. 'Geometric method', which sets out Ethics, - nothing but an attempt to avoid accusations of partiality to certain views. Following Giordano Bruno, Spinoza considered the space not as an end but as an infinite system and adhered to the heliocentric and not geocentric hypothesis, adopted in scholasticism. Nature, according to Spinoza, is the cause of itself (causa sui). Spinoza considered part of the natural human order, and not some special creation, is not subordinate to the universal laws of nature. God - is the dynamic principle, inherent nature as a whole (natura naturans, generating nature), not some transcendent creator of the natural order. As a dynamic principle of Spinoza's God, . essentially, . an impersonal God - Science of God, . which serves the object of 'intellectual love' (amor Dei intellectualis), . but, . in contrast to the biblical God, . does not reciprocate on human love and not particularly concerned about the welfare of his wards individuals,

Starting from Cartesian dualism, Spinoza proposed the theory of parallelism of the body and mind, according to which consciousness, like the body, is also subject to certain laws. In contrast to Descartes, Spinoza saw 'The length' and 'thinking' as the attributes of a single substance. He felt the consciousness of a certain 'spiritual automaton', with its own necessary laws, just as the body obeys the laws of motion. Besides, . Hobbes, Spinoza, along with one of the first applied the law of inertia of Galilee to the psychology and ethics, . suggested, . that the nature of things, every form of life tends to remain in its existence and preserve it indefinitely, . yet faced with an obstacle in the form of a superior force,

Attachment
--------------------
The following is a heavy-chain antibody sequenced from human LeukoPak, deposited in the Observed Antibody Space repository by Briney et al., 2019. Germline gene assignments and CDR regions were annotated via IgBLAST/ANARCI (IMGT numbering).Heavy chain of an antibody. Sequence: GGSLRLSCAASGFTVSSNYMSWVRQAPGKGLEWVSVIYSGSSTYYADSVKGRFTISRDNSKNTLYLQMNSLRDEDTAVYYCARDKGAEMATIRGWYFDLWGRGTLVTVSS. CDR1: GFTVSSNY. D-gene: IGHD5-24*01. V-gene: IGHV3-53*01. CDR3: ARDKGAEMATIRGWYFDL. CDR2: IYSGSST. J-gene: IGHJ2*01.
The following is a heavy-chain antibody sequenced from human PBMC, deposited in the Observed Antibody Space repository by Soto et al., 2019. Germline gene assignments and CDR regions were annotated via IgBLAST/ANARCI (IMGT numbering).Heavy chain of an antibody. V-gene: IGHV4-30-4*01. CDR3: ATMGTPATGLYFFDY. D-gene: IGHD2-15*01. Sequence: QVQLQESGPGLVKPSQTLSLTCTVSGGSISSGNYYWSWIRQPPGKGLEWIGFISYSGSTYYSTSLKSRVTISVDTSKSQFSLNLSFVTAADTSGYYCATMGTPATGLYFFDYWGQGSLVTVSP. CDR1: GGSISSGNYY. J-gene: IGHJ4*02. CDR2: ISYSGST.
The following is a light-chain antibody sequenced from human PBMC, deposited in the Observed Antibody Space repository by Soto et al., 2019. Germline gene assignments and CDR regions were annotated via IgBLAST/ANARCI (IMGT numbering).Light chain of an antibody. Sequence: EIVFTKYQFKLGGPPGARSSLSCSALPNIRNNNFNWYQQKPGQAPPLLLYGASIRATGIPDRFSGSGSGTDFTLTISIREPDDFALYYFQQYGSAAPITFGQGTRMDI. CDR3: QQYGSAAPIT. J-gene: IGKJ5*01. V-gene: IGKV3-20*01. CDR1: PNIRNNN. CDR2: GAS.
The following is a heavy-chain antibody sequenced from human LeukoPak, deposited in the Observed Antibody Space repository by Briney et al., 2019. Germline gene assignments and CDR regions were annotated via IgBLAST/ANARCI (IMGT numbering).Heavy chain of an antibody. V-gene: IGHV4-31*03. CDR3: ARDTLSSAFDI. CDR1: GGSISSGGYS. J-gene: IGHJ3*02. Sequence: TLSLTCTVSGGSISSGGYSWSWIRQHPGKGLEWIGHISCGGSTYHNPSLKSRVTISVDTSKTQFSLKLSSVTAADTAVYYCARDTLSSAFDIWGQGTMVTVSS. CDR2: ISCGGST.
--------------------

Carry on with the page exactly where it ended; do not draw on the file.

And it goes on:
. Introduction to Spinoza's concept of the primacy of desire (conatus) for self-preservation - later developed by Darwin to the evolutionary-biological point of view - meant a complete break with the theory of scholastic, . who considered, . that all natural forms are directed to a pre-defined goals, . or final causes, . and that human nature exists for the sake of some transcendent, . supernatural goal,